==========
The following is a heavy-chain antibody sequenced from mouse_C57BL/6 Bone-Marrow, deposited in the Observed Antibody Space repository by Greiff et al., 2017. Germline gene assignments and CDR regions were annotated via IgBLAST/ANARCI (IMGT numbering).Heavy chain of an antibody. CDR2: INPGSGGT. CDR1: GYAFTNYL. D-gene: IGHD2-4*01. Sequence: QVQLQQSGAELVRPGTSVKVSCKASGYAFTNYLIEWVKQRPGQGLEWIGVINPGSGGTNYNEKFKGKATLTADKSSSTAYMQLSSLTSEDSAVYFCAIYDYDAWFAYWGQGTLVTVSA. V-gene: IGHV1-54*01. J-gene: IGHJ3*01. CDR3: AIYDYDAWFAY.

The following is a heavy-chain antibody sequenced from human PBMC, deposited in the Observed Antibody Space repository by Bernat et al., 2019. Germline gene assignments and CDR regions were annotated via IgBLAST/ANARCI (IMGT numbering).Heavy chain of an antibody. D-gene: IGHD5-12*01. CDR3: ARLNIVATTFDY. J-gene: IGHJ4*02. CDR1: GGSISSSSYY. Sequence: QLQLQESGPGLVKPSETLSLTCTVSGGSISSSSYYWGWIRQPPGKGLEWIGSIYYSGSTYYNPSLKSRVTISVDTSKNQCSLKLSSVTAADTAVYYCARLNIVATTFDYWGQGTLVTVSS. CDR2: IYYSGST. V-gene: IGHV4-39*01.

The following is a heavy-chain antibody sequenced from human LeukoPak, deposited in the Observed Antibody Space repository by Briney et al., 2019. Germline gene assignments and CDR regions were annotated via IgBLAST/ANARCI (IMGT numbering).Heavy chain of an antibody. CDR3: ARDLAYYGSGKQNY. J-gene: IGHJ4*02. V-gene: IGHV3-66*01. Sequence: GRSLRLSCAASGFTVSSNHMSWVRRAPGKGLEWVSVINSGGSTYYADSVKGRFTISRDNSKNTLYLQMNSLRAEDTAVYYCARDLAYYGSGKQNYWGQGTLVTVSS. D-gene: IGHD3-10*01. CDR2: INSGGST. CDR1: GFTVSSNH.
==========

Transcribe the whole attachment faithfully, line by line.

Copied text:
The following is a heavy-chain antibody sequenced from mouse_C57BL/6 Bone-Marrow, deposited in the Observed Antibody Space repository by Greiff et al., 2017. Germline gene assignments and CDR regions were annotated via IgBLAST/ANARCI (IMGT numbering).Heavy chain of an antibody. CDR2: INPGSGGT. CDR1: GYAFTNYL. D-gene: IGHD2-4*01. Sequence: QVQLQQSGAELVRPGTSVKVSCKASGYAFTNYLIEWVKQRPGQGLEWIGVINPGSGGTNYNEKFKGKATLTADKSSSTAYMQLSSLTSEDSAVYFCAIYDYDAWFAYWGQGTLVTVSA. V-gene: IGHV1-54*01. J-gene: IGHJ3*01. CDR3: AIYDYDAWFAY.

The following is a heavy-chain antibody sequenced from human PBMC, deposited in the Observed Antibody Space repository by Bernat et al., 2019. Germline gene assignments and CDR regions were annotated via IgBLAST/ANARCI (IMGT numbering).Heavy chain of an antibody. D-gene: IGHD5-12*01. CDR3: ARLNIVATTFDY. J-gene: IGHJ4*02. CDR1: GGSISSSSYY. Sequence: QLQLQESGPGLVKPSETLSLTCTVSGGSISSSSYYWGWIRQPPGKGLEWIGSIYYSGSTYYNPSLKSRVTISVDTSKNQCSLKLSSVTAADTAVYYCARLNIVATTFDYWGQGTLVTVSS. CDR2: IYYSGST. V-gene: IGHV4-39*01.

The following is a heavy-chain antibody sequenced from human LeukoPak, deposited in the Observed Antibody Space repository by Briney et al., 2019. Germline gene assignments and CDR regions were annotated via IgBLAST/ANARCI (IMGT numbering).Heavy chain of an antibody. CDR3: ARDLAYYGSGKQNY. J-gene: IGHJ4*02. V-gene: IGHV3-66*01. Sequence: GRSLRLSCAASGFTVSSNHMSWVRRAPGKGLEWVSVINSGGSTYYADSVKGRFTISRDNSKNTLYLQMNSLRAEDTAVYYCARDLAYYGSGKQNYWGQGTLVTVSS. D-gene: IGHD3-10*01. CDR2: INSGGST. CDR1: GFTVSSNH.